The main hope for a nation lies in the proper education of it's youth.

— Erasmus



This content reflects the personal opinions of the author. It is accurate and true to the best of the author’s knowledge and should not be substituted for impartial fact or advice in legal, political, or personal matters.

© 2020 Margaret Pan


Margaret Pan (author) from Athens on February 21, 2020:

Kyler, I've met incredibly intelligent people who hadn't a degree and some completely incompetent who had one (and believed they were better than others). Just obtaining a college degree isn't enough. You also need intelligence, patience, time and effort.

Margaret Pan (author) from Athens on February 21, 2020:

You certainly gave me food for thought too!

Margaret Pan (author) from Athens on February 21, 2020:

Unfortunately the unemployment rate has risen for young people in general, with or without a college degree. However, in United States the unemployment rate for individuals with a bachelor's degree or higher was 2,1% in 2019 and 3,7% for high school graduates. It's a complicated topic, to say the least.

Kyler J Falk from California on February 21, 2020:

With 53% of college graduates being unemployed or working in a position that does not require a bachelor's degree I still can't help but feel institutional education as an institution is worthless outside of STEM. With the availability of the internet, even acknowledging that not everyone has this privilege, education as an institution is hardly the best way to pursue higher knowledge. That is to say, unless you are seeking certification in order to hold a position that requires it like nursing.

I suppose I'm not looking at this from the same perspective as you, and if I looked through your eyes I would agree. Could also be a difference in privilege as it concerns country of birth. Definitely has me thinking deeper on the topic now.

Margaret Pan (author) from Athens on February 21, 2020:

Kyler, thank you for your comment!

I agree with the fact that higher education is not a ticket to instant success. It's more about opening up opportunities in life. Whether someone lands a good, high-paying job depends on many factors, such as their academic field, the type of their degree, the country they live in, other qualifications they might have, luck and of course personal traits like the ones you mentioned (charisma or the ability to adapt) play a huge role too. For example, in Greece, a country that highly depends on tourism, speaking multiple languages and having language certificates is for many employees more important than having a college degree. However, at the end of the day this is a matter of statistics and not opinions. Statistics still show that individuals with a higher education usually have more jobs open to them than those who don’t further their education beyond high school while they also usually earn more money. Exceptions can be found everywhere. I know people with college degrees who have landed great jobs and others who have not, which made them pursue careers in completely different fields. Nevertheless, as I mentioned in the article, we shouldn't forget that education's benefits go beyond money, a fact that is also based on data. It can improve a person's overall quality of life ( enrich a person's personality, shape their character, teach them discipline and responsibility, train them to communicate better, analyse and reflect, make wiser decisions and so many other things). I don't suggest that people who don't have a higher education can't achieve success and are bound to fail. I do however believe that it can be extremely beneficial for each and every one of us and that people should aim for a college degree.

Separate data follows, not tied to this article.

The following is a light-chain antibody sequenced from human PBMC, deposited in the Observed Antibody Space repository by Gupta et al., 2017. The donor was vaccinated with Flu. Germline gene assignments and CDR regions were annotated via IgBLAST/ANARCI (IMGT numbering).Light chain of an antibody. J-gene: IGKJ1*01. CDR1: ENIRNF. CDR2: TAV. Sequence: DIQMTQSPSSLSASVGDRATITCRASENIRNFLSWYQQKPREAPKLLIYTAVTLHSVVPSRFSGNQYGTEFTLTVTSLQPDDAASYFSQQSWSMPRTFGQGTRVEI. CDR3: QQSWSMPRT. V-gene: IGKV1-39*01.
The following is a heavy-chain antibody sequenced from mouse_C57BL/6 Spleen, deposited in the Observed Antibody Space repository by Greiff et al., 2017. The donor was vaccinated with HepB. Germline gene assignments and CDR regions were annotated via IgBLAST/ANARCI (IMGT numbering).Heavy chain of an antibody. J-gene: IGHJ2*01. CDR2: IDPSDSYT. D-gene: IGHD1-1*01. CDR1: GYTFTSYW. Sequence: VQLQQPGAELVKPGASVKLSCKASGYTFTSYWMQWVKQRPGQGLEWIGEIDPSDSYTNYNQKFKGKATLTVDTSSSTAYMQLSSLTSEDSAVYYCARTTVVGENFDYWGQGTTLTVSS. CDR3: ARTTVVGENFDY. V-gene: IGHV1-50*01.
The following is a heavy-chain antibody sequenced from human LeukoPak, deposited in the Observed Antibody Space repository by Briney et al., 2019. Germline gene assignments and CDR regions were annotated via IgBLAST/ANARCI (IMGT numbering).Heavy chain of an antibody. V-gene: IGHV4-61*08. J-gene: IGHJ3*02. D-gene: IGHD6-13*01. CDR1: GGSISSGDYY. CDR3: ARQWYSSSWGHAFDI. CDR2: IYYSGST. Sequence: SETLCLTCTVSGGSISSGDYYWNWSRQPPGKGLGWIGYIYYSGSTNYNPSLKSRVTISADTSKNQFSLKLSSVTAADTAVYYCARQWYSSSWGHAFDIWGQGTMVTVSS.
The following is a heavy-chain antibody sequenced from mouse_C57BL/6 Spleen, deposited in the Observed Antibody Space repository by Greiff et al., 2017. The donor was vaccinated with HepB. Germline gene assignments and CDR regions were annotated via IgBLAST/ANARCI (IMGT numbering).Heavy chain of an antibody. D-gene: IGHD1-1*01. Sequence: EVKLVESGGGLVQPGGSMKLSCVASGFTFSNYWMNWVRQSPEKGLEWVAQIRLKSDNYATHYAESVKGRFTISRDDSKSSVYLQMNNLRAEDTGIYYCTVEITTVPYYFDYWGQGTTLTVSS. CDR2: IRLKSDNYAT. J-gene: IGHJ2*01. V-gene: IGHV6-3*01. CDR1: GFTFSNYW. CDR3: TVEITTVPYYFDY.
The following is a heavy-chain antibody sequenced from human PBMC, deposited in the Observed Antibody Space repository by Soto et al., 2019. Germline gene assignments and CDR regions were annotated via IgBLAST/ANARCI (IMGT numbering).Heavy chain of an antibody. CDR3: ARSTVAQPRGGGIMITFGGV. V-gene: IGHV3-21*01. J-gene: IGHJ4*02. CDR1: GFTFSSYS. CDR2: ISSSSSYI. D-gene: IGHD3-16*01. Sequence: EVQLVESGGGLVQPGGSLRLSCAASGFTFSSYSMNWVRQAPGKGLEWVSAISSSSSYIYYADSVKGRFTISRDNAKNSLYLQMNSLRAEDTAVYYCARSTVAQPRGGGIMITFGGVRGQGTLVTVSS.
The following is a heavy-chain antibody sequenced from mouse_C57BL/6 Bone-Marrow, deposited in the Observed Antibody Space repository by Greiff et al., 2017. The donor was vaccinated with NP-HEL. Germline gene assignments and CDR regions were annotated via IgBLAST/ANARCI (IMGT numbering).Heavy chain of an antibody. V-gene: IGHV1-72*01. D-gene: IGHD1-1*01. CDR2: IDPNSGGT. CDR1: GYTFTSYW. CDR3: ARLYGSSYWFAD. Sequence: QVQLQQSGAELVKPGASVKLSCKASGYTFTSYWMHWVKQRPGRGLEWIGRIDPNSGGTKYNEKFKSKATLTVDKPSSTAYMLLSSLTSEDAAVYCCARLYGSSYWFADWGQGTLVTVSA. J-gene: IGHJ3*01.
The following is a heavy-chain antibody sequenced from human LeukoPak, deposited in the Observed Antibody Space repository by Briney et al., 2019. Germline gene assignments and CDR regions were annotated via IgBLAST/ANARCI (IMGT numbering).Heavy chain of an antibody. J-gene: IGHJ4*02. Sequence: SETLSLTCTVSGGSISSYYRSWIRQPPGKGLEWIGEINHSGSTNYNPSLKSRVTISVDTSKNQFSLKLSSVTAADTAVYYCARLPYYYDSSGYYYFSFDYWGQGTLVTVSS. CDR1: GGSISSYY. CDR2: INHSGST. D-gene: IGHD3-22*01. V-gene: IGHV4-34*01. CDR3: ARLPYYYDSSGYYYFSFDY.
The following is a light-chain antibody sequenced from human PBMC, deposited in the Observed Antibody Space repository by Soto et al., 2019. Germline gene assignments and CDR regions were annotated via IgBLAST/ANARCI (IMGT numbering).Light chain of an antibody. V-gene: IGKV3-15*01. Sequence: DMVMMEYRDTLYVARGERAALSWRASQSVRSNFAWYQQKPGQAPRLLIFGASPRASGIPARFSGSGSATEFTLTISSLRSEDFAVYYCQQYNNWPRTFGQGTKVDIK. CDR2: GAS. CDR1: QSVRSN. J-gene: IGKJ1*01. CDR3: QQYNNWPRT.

Kyler J Falk from California on February 21, 2020:

Not sure I could agree, outside of a STEM field, that higher education is necessary anymore. There are many entry-level positions that require a bachelor's degree and pay little more than $20/hr, with the fine print also recommending four or more years of experience. If you pursue a higher education to start out at such a low wage, you're most likely going to regret it deeply.

My girlfriend makes close to $20/hr, has her degree in culinary arts, and can't find a job that pays more even though she has designed menus and ran restaurants single-handed, winning "Best in stat" awards for numerous categories. She regrets ever going to school as she is now leaving the field for a job in finances, which is paying entry-level, inexperienced workers, close to $30/hr, and refuses to hire more experienced and educated individuals due to them being more set in their ways.

Conversely my best friend is pulling in six figures, in sales, and barely made it out of high school. Swears by charisma and the ability to adapt, as even his bosses and owner of the company refused to go to college.

I think it is most accurate to say college is only important for STEM, or otherwise self-inflated, pretentious fields that don't really even value the education (almost everything outside of STEM), more so the proof that you are able to complete it. At least that is what I have observed, and I'd be willing to admit I'm totally wrong if that's the case.

Even if I'm wrong I see more job listings accepting unqualified STEM degree holders than I see lax requirements for those who do not. I'll always hold higher-education as an institution in low regards.